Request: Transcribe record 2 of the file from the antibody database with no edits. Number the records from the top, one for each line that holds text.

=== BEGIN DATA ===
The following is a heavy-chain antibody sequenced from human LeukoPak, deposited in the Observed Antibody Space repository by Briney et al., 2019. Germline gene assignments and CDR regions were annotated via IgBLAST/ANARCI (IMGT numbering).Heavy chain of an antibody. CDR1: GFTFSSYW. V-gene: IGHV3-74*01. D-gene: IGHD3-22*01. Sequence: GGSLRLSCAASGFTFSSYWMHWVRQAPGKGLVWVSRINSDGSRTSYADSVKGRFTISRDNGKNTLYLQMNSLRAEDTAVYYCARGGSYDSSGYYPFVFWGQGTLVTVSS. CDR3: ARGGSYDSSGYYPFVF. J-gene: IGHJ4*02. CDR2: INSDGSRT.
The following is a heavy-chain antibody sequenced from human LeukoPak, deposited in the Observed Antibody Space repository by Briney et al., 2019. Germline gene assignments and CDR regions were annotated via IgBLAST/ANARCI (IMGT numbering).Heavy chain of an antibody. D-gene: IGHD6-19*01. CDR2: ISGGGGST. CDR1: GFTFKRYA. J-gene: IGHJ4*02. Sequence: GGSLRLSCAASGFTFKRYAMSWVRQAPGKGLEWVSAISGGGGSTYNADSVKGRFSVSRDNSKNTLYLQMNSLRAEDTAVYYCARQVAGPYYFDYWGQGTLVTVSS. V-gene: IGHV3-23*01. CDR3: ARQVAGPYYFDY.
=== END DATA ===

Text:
The following is a heavy-chain antibody sequenced from human LeukoPak, deposited in the Observed Antibody Space repository by Briney et al., 2019. Germline gene assignments and CDR regions were annotated via IgBLAST/ANARCI (IMGT numbering).Heavy chain of an antibody. D-gene: IGHD6-19*01. CDR2: ISGGGGST. CDR1: GFTFKRYA. J-gene: IGHJ4*02. Sequence: GGSLRLSCAASGFTFKRYAMSWVRQAPGKGLEWVSAISGGGGSTYNADSVKGRFSVSRDNSKNTLYLQMNSLRAEDTAVYYCARQVAGPYYFDYWGQGTLVTVSS. V-gene: IGHV3-23*01. CDR3: ARQVAGPYYFDY.